On 2nd January 1894, two friends, Max Schwarz and Otto Zschimmer, registered a business for chemicals, colours, and drugs. Their "general partnership" was entered in the Commercial Register in Chemnitz in the name of Zschimmer & Schwarz.

The two founders of the firm had met one another some years before, when working as commercial travellers - as this profession was known at that time - for the firm of H. Th. Böhme, a company which had also been founded in Chemnitz in 1881. This firm was likewise a "business for drugs, colours, and technical products" - and presumably the two salesmen, Otto Zschimmer and Max Schwarz, had recognized that such business offered good commercial potential.

In 1891 Otto Zschimmer had started to run a small heavy-chemicals business in Chemnitz, and about two years later the two friends decided to establish the firm of Zschimmer & Schwarz.

One key element, however, was missing - one which is usually of great importance in the foundation of companies - namely, their deed of partnership was not confirmed in writing. Max Schwarz and Otto Zschimmer simply reinforced their partnership with a handshake! This arrangement was maintained during the further developmentof the firm right hrough to 1939. Only then was a formal deed of partnership established, when Dr. Rudolf and Dr. Wemer Schwarz, the two sons of the firm's founder Max Schwarz, came to join the service of the Company out in the field.

However, returning to the time of the foundation, the business of the newly-founded firm developed well, and as early as 1909, the first of the Company's own production locations was opened.
This was in Greiz-Dölau in the easternmost part of Thuringia, only about 70 km from Chemnitz. The premises had reviously been an old woollen mill belonging to a firm called Treuter & Golle, which was acquired for a favourable price. After undergoing a number of changes, this production site was used for the manufacture of inorganic products - namely hydrogen peroxide, sodium carbonate, Glauber's salt, and aluminium sulphate - for application in the textile industries of Vogtland and Saxony.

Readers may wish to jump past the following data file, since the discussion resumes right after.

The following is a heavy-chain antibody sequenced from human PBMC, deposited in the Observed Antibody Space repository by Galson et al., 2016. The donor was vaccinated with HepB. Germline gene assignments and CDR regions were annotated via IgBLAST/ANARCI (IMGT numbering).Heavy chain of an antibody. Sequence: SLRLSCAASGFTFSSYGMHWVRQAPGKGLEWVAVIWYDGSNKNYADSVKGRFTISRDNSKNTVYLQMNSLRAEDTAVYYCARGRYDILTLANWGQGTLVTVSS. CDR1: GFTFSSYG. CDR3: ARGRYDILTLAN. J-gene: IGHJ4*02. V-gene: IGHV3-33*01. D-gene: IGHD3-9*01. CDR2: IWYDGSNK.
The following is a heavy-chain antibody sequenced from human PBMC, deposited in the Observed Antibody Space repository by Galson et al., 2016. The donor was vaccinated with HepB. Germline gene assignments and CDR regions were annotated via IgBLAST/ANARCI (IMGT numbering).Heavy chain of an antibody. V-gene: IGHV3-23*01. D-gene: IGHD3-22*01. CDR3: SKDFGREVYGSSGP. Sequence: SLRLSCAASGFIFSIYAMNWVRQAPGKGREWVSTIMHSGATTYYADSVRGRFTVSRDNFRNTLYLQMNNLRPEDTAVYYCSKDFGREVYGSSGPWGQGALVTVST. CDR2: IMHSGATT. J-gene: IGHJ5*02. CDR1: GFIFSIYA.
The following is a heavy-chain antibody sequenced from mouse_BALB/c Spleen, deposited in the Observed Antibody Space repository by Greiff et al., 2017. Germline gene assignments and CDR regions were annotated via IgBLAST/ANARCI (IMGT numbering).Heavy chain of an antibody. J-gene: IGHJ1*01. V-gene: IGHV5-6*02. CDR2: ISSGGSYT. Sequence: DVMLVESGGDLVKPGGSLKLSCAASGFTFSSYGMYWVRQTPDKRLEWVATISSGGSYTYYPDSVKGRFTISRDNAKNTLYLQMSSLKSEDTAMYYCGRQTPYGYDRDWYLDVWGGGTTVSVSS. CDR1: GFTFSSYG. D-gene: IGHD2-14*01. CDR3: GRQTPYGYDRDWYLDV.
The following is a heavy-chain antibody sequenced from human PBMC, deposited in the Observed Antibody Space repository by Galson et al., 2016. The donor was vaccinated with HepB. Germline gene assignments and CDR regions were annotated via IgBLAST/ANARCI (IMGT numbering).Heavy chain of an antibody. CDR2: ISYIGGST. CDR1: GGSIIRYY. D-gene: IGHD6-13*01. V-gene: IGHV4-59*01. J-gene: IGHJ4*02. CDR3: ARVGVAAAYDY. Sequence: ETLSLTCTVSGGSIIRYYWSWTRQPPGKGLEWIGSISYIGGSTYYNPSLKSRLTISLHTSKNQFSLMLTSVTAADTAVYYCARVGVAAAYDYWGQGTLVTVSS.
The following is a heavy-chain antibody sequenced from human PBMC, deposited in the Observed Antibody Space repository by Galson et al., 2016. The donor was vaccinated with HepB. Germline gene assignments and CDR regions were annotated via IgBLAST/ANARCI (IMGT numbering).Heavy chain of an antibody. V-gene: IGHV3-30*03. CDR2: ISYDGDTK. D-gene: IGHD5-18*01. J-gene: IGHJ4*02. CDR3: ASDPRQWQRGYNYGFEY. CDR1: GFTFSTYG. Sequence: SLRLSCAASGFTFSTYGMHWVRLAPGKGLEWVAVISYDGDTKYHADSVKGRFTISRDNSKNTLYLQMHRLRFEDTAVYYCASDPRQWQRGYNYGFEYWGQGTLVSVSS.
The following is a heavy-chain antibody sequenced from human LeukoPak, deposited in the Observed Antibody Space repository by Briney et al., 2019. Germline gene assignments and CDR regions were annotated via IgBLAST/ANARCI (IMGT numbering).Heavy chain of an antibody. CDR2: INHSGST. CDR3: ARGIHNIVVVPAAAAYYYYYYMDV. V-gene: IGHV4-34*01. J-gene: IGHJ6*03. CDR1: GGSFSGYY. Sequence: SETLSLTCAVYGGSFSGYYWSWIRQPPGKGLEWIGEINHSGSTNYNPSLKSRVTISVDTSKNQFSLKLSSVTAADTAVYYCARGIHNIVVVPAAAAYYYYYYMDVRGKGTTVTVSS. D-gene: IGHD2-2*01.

At a later date, largely after World War I, Zschimmer & Schwarz began the manufacture of speciality products based on natural oils and fats for the textile and leather industries.

When Zschimmer & Schwarz was first established, Saxony was an important textile centre, and a number of firms grew up in this area producing textile auxiliaries. Some of them - like Zschimmer & Schwarz - developed strongly, and are still in existence today. Among these are names like Stockhausen, Rotta, and Dr. Böhme - which still maintain their reputation for quality in this important industrial sector.

Thus it was with H. Th. Böhme AG, as the firm became known after its conversion into a family company with limited liability and issued share capital in 1908. As the original employer of Max Schwarz and Otto Zschimmer, Böhme had started the production of finishing agents, textile oils, and soaps in a newly-built factory in the Neefestrasse in Chemnitz.

Zschimmer & Schwarz supplied textile auxiliaries to the centres of the textile industries which - right up to the end of World War II - were spread across Saxony, Thuringia, and Upper Franconia. In this conducive environment, the firm developed quickly in the twenties and thirties, acquiring further production sites, including - in 1927 - the Heinrichshall chemical plant near Bad Köstritz.
This was one of Germany's oldest established production units for sulphuric acid. In 1919, Zschimmer & Schwarz had also built up large stocks for tank transportation of liquid chemicals to downstream industries.

Another small sulphuric acid plant, located at Grünberg near Graslitz, and in Zschimmer & Schwarz ownership since 1913, is remarkable in that the German-Czech frontier passes right through its premises.

But the nucleus of production of Zschimmer & Schwarz remained undoubtedly at Greiz-Dölau, where progressively bigger and more modern plants for the production of textile and leather auxiliaries and tanning agents were installed in rapid succession. In addition, aluminium hydroxide was produced with the help of the so-called Bayer dissolution of bauxite, and processed to achieve aluminium sulphate and aluminium triformate, which can still be found in the product range today.

Early in the thirties, sulfonation of fatty alcohols was started in Greiz-Dölau. This was the beginning of the fast-growing sector "Suriactants" in Oberlahnstein after World War II.

For several years following World War II, a small manufacturing plant at Kassel also once again produced Cassel brown (Saft-braun) for use as a dyeing agent for the paper industry.

In May 1939, Zschimmer & Schwarz acquired the production site at Oberlahnstein. The site had previously been operated by the Flesch company, which had run into financial problems, resulting in the administration of the firm and the take-over of its shares by a consortium of banks. In addition to its tanning activity, the factory also produced leather and textile auxiliaries. Zschimmer & Schwarz took over the firm in Oberlahnstein in order to gain a production site in West-Germany.